8. Vermont
Socialism notwithstanding, Vermont is cool.  It's pretty, pastoral, quiet, old, and very green (as in the color).  And it's a mere 35 miles from our house.  Enough said.

9. Culture and Sophistication
This is the part where I will sound like a snob.  Jerry and I like nice things.  When I say "nice," I do not mean "expensive."  I mean "nice" in the sense of having some kind of classical, intellectual or refined quality.  Think Frasier and Niles Crane.  We are bookish types.  We like fine music.  We prefer nearly anything to a digital device or television program (unless, of course, that television program happens to be British).  See, I told you I would sound like a snob.  I think we are discovering, Jerry and I, that the Northeast seems to suit us.  It's kind of classical and refined. (Snobby, if you will.)  *wink*

10. Oh, Oh, The Places You'll Go
Again, we loved many things about Oklahoma, but one of the things that was very difficult was the DISTANCE of Oklahoma from so much of the rest of the country.  If you happen to love Dallas, then you would be okay with that.  But for us, with family in distant locations and being the travel junkies we are, it was extremely hard.  It was difficult for us to plan trips and such (and again, I say that with much fondness for Oklahoma in my heart).  What we have found here is that there is SO MUCH NEARBY.  We can take vacations galore for the next ten years and never even leave the region!  So new to us!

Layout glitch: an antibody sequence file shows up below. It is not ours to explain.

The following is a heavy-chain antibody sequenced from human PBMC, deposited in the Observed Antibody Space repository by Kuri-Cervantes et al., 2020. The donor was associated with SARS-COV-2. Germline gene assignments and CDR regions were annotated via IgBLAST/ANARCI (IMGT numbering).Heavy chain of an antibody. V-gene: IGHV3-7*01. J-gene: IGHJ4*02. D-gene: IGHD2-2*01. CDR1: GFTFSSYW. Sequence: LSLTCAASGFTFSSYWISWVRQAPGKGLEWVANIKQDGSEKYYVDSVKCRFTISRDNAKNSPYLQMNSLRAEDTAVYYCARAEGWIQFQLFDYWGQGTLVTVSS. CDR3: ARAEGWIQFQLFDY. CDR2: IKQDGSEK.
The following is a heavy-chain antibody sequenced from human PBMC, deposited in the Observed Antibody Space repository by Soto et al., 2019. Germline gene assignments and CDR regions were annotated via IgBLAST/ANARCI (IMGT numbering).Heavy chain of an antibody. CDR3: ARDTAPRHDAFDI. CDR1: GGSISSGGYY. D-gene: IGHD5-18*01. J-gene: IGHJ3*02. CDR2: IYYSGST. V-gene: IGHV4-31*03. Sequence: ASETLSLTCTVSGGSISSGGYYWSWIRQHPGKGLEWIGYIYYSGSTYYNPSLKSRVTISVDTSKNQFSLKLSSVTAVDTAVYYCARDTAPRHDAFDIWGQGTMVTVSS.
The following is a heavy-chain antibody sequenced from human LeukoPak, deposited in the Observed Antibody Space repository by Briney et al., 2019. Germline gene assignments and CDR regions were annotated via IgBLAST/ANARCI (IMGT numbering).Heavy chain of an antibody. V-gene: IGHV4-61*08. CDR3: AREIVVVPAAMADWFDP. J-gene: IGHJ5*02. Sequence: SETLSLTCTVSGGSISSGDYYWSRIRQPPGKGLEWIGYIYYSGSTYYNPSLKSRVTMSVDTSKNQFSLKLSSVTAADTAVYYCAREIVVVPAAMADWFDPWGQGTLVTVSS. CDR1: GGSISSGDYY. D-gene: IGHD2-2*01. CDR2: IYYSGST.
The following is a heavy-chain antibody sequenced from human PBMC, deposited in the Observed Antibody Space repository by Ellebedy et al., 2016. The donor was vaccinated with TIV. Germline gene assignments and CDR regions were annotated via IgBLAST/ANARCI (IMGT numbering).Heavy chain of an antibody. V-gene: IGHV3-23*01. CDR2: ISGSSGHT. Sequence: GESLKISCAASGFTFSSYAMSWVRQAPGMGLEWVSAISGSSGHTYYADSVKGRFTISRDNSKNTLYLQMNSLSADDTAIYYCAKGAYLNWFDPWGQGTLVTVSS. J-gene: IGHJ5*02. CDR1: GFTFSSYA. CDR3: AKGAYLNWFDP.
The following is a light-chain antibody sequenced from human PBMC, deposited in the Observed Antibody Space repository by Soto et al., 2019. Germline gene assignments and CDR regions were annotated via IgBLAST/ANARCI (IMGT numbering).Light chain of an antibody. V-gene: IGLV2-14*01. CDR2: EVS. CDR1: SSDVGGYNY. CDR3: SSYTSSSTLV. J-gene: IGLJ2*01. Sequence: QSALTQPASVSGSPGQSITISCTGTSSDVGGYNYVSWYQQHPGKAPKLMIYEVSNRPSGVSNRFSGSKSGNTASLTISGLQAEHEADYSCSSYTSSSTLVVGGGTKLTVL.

I did declare in the title of this blog entry that I would mention one thing I dislike.  Here it is:

Coffee Options
Here is what I have to choose from in New York:  Dunkin Donuts and Starbucks.  That.  Is.  All.  I'm still in shock over this one.  Once we knew we'd be relocating, my daydreams began:  Visiting quaint coffee house after quaint coffee house, delightfully sipping mochas and dark roasts for days on end until finally deciding upon my fave local haunt.  

No dice, folks. 

There are a few local coffee houses.  One of them has the charming eccentricity of the Northwest coffee houses that I loved (but it's fairly far).  The others scare me.  It's one thing to walk into an eccentric coffee house.  It's another to feel, upon walking in, that I may be required to offer up my cat on some sacrificial altar in lieu of payment.  

So hear this Albany, New York:  When I can definitively say from experience that Arkansas, Oklahoma, and even Texas have BETTER COFFEE THAN UPSTATE NEW YORK, something is dreadfully wrong.  

Overall, however, we are pleased.  We are enjoying our new life here.  We are pleasantly surprised in many ways.  We are adjusting happily.  

(And I'm thinking of opening up my own coffee house, too.  Just in case you were wondering.)        

1 comment:

Melissa said...

Oh Debbie, I love you! You're so funny and gave me a great morning chuckle when I should be getting ready for our school day. I'm glad you're loving the east coast and I hope we can someday come to visit you and take in all that you're bragging about. I do think you may have a calling to open up your own coffee shop and show them how it's done. ;-) Even tho I don't care for coffee (a cardinal sin in the NW huh?), I had to chuckle at the line-up at Dutch Bros the other day - 10 cars lined up in the drive-thru in Kelso for coffee, crazy if you ask me!